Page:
A Thousand Little Things

Complex change is not about the one big decision or the one big project. Complex change in uncertainty is an outcome of a thousand little things. Launch lots of little experiments.

Researching for a workshop on Agile Change and Culture last week, I revisited the work of Heifetz, Linsky & others on Adaptive Leadership. I was reminded of the concept of the Decision Conundrum. Brought up with models of leadership based on power, we expect leaders to make one big decision to make everything right. However, complex and uncertain change in systems often requires us to make a series of small decisions to prod the system and so that we can learn. Experimentation is a great way to prod a system

Experiment to Learn the Real Adaptive Problem

One challenge we may face is to understand the real problem.  Lois Kelly described a great example of this in a recent blog post. When cultural issues or complex systems aren’t delivering the right outcome we can spend a lot of time on the wrong problems. Too often we try to fit one big, often popular, solution to the poor outcome rather than ensure that we properly understand the problem.

Here are two more examples where the obvious answer to a complex challenge led to counter-productive results:

  • An organisation decides that its poor performance is due to a lack of accountability and following management theory implements an exacting performance regime. In their complex system, creating single point accountability is challenging and becomes subjective and arbitrary. The risk-averse culture is worsened by the uncertainty of the new system and collaboration collapses as people seek to look after themselves. The focus on accountability leads to further performance declines as fear increases and morale collapses. (For an extended discussion of this dynamic, see Roger Martin’s The Responsibility Virus)
  • An organisation wants better employee engagement and implements an expensive new collaboration system to enable new social conversations. However, all the new system does is display the poor leadership skills & mindsets of senior leaders more clearly to everyone. Employee engagement collapses and the system is rarely used. Management then start looking for a better collaboration system.

Experiment to Learn the Way Forward

In complex and rapidly changing scenarios, the ‘simple obvious’ solutions are often incorrect, unhelpful or downright dangerous. Much of management theory was developed for a simpler more predictable world.  Even if you are sure that your one big fix is right, before you commit fully, try a test.

The more complex the scenario the more likely it is you have to learn through a rapid series of agile experiments. Heifetz and Linsky describe the approach as Observe>Interpret>Intervene.  The Cynefin framework talks about Probe>Sense>Respond. Col. John Boyd’s OODA loop is Observe>Orient>Decide>Act. All of these approaches to complex scenarios shift the focus from one big decision to learning from experience and constantly adapting action. We need to use experiments to help us understand how to fix situations requiring complex change.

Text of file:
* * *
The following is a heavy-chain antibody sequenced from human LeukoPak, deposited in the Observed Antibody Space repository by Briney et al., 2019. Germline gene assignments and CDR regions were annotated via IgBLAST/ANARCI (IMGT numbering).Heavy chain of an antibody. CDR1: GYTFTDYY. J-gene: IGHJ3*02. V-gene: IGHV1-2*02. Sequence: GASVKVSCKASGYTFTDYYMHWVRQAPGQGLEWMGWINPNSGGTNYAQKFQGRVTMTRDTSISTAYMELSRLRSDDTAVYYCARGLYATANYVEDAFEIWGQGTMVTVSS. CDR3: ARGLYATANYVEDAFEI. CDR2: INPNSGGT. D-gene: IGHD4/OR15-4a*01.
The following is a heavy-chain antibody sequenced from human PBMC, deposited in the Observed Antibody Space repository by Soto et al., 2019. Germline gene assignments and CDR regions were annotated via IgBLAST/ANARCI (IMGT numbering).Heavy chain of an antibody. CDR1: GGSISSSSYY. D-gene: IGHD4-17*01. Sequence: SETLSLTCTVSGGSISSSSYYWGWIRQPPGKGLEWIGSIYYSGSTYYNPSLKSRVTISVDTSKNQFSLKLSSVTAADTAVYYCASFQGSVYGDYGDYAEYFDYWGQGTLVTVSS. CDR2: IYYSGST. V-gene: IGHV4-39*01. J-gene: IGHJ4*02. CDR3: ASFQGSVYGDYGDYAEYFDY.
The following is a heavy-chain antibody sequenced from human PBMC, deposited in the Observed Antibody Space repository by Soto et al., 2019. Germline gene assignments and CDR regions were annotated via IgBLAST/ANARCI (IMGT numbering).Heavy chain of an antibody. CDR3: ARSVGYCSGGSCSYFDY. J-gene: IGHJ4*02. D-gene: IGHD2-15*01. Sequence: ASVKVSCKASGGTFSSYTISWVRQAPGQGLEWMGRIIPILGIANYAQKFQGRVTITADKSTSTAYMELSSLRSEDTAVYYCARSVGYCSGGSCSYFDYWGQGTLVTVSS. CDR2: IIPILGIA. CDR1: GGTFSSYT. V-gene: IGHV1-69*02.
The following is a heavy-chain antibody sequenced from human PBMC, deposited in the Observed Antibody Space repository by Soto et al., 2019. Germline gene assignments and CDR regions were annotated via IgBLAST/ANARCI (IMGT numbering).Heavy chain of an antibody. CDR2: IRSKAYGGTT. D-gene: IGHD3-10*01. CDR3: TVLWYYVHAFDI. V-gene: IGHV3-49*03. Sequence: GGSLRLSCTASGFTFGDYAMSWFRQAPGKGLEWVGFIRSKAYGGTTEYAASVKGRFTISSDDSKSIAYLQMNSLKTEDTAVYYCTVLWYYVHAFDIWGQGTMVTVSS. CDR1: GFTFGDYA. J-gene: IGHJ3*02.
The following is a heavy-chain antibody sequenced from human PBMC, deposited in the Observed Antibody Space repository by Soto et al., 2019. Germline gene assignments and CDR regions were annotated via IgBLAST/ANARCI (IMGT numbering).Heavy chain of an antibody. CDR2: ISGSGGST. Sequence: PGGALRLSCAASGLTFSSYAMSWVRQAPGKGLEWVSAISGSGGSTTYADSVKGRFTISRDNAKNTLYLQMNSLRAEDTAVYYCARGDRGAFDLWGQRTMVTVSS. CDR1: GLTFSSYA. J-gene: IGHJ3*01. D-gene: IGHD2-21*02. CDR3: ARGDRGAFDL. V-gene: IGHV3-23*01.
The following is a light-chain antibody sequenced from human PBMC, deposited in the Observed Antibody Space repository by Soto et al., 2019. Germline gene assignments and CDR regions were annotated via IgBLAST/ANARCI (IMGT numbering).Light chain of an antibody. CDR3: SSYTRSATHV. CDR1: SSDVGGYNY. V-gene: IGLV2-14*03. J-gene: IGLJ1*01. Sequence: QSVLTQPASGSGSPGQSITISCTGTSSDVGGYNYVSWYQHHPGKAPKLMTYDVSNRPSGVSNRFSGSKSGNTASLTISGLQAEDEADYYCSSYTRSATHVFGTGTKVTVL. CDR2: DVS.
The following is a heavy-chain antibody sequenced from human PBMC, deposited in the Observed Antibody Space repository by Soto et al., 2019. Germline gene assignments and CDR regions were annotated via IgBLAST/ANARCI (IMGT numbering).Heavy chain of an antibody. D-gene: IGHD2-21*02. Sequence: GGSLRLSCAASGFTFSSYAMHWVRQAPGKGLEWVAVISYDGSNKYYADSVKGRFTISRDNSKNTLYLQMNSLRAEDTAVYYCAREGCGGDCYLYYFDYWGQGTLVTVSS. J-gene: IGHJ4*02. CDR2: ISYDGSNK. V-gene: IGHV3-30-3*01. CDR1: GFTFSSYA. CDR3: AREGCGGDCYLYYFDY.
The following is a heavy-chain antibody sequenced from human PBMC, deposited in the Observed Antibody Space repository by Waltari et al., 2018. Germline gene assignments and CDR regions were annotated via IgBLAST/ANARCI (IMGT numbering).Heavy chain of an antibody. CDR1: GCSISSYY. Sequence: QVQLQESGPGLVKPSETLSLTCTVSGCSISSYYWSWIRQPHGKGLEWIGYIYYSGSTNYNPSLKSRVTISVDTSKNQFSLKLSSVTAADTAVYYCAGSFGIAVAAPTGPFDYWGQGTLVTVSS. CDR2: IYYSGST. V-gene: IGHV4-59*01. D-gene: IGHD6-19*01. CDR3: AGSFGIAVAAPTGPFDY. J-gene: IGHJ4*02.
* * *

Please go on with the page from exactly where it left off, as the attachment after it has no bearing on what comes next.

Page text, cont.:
Experiment to Engage the Whole System

Adaptive problems are rarely solved around a board table. We need to bring the insights of all the system participants to bear on the problem. We will likely need their contributions to a solution too.

Moving away from a big decision mindset helps enable a wider engagement. When leaders stop looking for one big fix to decide they have a better chance of pushing the work out to the participants in the system and letting their voice be heard. Working Out Loud on experiments to drive change is a great way to start a new conversation about the way things are and should be.

Experiments to Gain Momentum

Momentum is your friend in driving change. Humans still have a herd mentality. Big decisions usually require big waterfall projects that are slow, expensive and risky. A thousand little experiments can create a much greater engagement and much better sense of the priority and momentum of change.

The busy humans in your workplace have fractured attention and are pretty forgetful. They aren’t likely to attribute much weight to your ‘one big thing’ until it is done. However, lots of experiments creates a pattern that might be more effective in holding their attention.

2 thoughts on “A Thousand Little Things

  1. Simon, Thanks for an interesting, timely and relevant post. This reminded me of an interview with Philip Pullman in the Guardian the other day. He was talking about his new trilogy The Book of Dust. In this Pullman described the vision behind the series and his exploration of Dust

    “It’s an attack on the reductionism, the merciless reductionism, of doctrines with a single answer.”

    Contrasting his view to the William Blake like vision of a fiercely reductive way of seeing things: it’s right or wrong; it’s black or white.

    Pullman said that was far too limiting and “we should bring out truer human vision when we see things, surround them all with a sort of penumbra of imagination and memories and hopes and expectations and fears and all these things.”

    I love that and it is worth repeating – a sort of penumbra of imagination and memories and hopes and expectations and fears. If we bring all this and a sense of experimentation and inquisitiveness and wonder then it might just be possible to cope in this complex world.


    1. That’s a wonderful quote. There is humanity hidden in the complexity and a dull machine-like routine in expecting everything to be simple, rational and certain. Thanks for sharing, Peter.

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